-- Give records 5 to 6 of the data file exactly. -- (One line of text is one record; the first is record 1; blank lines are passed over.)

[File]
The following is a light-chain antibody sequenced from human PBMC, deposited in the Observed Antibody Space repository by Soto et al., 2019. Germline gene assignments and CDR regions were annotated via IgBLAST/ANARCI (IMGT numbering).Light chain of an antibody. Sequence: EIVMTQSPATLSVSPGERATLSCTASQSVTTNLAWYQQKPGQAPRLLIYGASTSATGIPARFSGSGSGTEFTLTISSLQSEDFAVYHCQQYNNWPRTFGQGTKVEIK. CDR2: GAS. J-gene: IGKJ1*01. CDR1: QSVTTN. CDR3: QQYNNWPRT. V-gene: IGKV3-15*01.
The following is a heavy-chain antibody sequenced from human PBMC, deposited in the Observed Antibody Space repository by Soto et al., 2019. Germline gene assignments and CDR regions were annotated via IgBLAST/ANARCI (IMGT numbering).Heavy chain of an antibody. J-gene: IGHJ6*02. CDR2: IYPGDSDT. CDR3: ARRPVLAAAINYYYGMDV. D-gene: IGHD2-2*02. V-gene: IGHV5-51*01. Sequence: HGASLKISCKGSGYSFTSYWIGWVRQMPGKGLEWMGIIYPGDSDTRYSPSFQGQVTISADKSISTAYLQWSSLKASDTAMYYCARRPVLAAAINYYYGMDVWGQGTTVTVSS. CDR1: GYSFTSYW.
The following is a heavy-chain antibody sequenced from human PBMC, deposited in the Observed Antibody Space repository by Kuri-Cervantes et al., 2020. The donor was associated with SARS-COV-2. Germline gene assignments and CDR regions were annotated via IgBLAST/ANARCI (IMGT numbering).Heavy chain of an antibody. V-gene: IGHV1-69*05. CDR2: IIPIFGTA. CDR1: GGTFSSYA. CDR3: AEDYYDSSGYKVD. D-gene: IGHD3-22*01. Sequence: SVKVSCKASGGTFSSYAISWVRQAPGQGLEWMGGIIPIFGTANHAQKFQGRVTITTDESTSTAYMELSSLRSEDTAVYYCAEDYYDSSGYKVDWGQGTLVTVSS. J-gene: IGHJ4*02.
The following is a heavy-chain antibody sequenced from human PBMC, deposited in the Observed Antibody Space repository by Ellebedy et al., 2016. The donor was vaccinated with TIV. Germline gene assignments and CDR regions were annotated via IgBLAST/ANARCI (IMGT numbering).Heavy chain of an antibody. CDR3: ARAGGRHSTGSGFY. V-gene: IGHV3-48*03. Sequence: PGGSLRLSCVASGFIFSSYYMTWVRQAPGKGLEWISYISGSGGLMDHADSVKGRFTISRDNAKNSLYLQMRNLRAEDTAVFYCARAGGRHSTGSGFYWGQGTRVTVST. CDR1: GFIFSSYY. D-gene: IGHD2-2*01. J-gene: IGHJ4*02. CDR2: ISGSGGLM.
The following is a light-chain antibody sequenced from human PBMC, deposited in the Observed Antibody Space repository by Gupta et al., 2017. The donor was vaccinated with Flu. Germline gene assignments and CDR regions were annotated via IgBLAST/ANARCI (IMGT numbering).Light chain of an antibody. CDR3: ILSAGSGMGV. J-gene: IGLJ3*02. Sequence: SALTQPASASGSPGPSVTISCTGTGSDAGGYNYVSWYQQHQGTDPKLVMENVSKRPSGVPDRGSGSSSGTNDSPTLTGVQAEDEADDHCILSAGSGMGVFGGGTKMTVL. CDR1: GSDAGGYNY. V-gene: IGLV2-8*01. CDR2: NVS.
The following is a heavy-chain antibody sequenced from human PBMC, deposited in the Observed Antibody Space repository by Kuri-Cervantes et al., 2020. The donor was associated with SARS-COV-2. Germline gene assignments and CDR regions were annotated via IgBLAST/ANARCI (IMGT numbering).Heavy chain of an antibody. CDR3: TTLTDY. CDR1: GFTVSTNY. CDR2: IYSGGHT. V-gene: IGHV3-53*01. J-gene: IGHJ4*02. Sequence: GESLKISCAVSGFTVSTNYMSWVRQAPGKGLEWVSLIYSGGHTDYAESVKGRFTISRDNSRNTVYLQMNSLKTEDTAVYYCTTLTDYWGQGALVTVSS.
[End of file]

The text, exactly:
The following is a light-chain antibody sequenced from human PBMC, deposited in the Observed Antibody Space repository by Gupta et al., 2017. The donor was vaccinated with Flu. Germline gene assignments and CDR regions were annotated via IgBLAST/ANARCI (IMGT numbering).Light chain of an antibody. CDR3: ILSAGSGMGV. J-gene: IGLJ3*02. Sequence: SALTQPASASGSPGPSVTISCTGTGSDAGGYNYVSWYQQHQGTDPKLVMENVSKRPSGVPDRGSGSSSGTNDSPTLTGVQAEDEADDHCILSAGSGMGVFGGGTKMTVL. CDR1: GSDAGGYNY. V-gene: IGLV2-8*01. CDR2: NVS.
The following is a heavy-chain antibody sequenced from human PBMC, deposited in the Observed Antibody Space repository by Kuri-Cervantes et al., 2020. The donor was associated with SARS-COV-2. Germline gene assignments and CDR regions were annotated via IgBLAST/ANARCI (IMGT numbering).Heavy chain of an antibody. CDR3: TTLTDY. CDR1: GFTVSTNY. CDR2: IYSGGHT. V-gene: IGHV3-53*01. J-gene: IGHJ4*02. Sequence: GESLKISCAVSGFTVSTNYMSWVRQAPGKGLEWVSLIYSGGHTDYAESVKGRFTISRDNSRNTVYLQMNSLKTEDTAVYYCTTLTDYWGQGALVTVSS.